Mr. Delancey says, "Such was the tragic end of one of the most original and gifted poets that America, up to his day, and I may say to ours, has ever produced."
In speaking of his death the "Monmouth Inquirer"
"Captain Freneau was a staunch Whig in the time of the Revolution, a good soldier, and a warm patriot. The productions of his pen animated his countrymen in the dark days of
1 They do not err
Mute Nature mourns her worshipper
seventy six, and the effusions of his muse cheered the desponding soldier as he fought the battles of freedom; he was the popular poet of the Revolution."
His death is recorded in the old Bible by his daughter Agnes, and closes the Freneau record.
"My dear father, Philip Freneau, was buried, by his own particular request, in the Locust Grove, very near his beloved. mother, on Friday afternoon the twenty-first of December, 1832."
Freneau was buried under the tree of which we have already spoken as being his favorite seat, and under whose shade he composed many of his poems. His tombstone is a very simple one, of marble surmounted by a draped urn, and bears the inscription:
died December 18th. 1832
ae. 80 years, 11 months, and 16 days.
"He was a native of New York, but for many years a resident of Philadelphia and New Jersey. His upright and honest character is in the memory of many, and will remain when this inscription is no longer legible.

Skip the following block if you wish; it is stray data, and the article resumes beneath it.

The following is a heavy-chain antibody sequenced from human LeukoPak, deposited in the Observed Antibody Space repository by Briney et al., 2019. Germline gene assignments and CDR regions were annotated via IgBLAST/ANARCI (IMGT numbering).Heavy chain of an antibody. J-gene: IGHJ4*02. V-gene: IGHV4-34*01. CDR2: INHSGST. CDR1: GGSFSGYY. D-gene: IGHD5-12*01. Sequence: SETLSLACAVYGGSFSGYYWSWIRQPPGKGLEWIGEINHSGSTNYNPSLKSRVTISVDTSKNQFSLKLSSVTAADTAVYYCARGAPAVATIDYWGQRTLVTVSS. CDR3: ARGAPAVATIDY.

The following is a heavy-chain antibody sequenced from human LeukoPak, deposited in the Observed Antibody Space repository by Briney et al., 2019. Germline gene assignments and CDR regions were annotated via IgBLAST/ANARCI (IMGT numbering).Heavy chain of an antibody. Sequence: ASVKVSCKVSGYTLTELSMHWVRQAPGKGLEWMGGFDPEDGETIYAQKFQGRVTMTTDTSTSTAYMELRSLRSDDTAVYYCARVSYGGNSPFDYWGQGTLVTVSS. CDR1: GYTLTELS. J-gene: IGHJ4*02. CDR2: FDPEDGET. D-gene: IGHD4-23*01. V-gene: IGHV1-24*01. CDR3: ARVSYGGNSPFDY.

"Heaven lifts its everlasting portal high,
And bids the pure in heart behold their God." By his side on another tombstone we read,
"Sacred to the memory of Eleanor, wife of Philip Freneau, and daughter of Samuel and Helena Forman, who died September 1st, 1850, aged 86 years 9 months and 20 days.”
The third book we have mentioned as lying on the desk proves that Freneau was not unmindful of his end, and shows his faith in God, and his deep affection for his loved ones. It, strangely enough, is marked
by the firm hand of his early youth, and the trembling one of his old age. On its inner cover it bears the date of his entrance to the Penolopen Latin School, that of his initiation into Princeton College, and also that of his graduation. Through it are versified translations of different Latin verses; and in trembling pencil-strokes of later days, the following lines are traced: